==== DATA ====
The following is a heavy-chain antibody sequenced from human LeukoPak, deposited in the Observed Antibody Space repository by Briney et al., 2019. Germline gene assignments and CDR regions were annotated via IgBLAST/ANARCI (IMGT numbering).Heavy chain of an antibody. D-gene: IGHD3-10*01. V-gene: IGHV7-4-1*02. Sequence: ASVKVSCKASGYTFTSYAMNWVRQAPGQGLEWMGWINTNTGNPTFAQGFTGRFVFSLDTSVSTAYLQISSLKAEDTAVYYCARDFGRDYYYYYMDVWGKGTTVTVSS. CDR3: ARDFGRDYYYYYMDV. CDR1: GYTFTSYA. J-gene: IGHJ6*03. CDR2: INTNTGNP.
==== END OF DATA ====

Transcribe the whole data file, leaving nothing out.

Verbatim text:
The following is a heavy-chain antibody sequenced from human LeukoPak, deposited in the Observed Antibody Space repository by Briney et al., 2019. Germline gene assignments and CDR regions were annotated via IgBLAST/ANARCI (IMGT numbering).Heavy chain of an antibody. D-gene: IGHD3-10*01. V-gene: IGHV7-4-1*02. Sequence: ASVKVSCKASGYTFTSYAMNWVRQAPGQGLEWMGWINTNTGNPTFAQGFTGRFVFSLDTSVSTAYLQISSLKAEDTAVYYCARDFGRDYYYYYMDVWGKGTTVTVSS. CDR3: ARDFGRDYYYYYMDV. CDR1: GYTFTSYA. J-gene: IGHJ6*03. CDR2: INTNTGNP.